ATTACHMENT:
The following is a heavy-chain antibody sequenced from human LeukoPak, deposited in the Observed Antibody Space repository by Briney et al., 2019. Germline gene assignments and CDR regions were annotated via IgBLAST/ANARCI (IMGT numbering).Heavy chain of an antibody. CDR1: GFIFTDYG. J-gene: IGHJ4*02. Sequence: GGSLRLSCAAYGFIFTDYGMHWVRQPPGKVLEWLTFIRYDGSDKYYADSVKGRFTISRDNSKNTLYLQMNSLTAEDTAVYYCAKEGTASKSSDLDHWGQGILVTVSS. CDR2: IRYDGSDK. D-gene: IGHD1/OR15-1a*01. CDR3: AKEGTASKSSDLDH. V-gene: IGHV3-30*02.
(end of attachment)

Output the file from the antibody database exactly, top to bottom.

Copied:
The following is a heavy-chain antibody sequenced from human LeukoPak, deposited in the Observed Antibody Space repository by Briney et al., 2019. Germline gene assignments and CDR regions were annotated via IgBLAST/ANARCI (IMGT numbering).Heavy chain of an antibody. CDR1: GFIFTDYG. J-gene: IGHJ4*02. Sequence: GGSLRLSCAAYGFIFTDYGMHWVRQPPGKVLEWLTFIRYDGSDKYYADSVKGRFTISRDNSKNTLYLQMNSLTAEDTAVYYCAKEGTASKSSDLDHWGQGILVTVSS. CDR2: IRYDGSDK. D-gene: IGHD1/OR15-1a*01. CDR3: AKEGTASKSSDLDH. V-gene: IGHV3-30*02.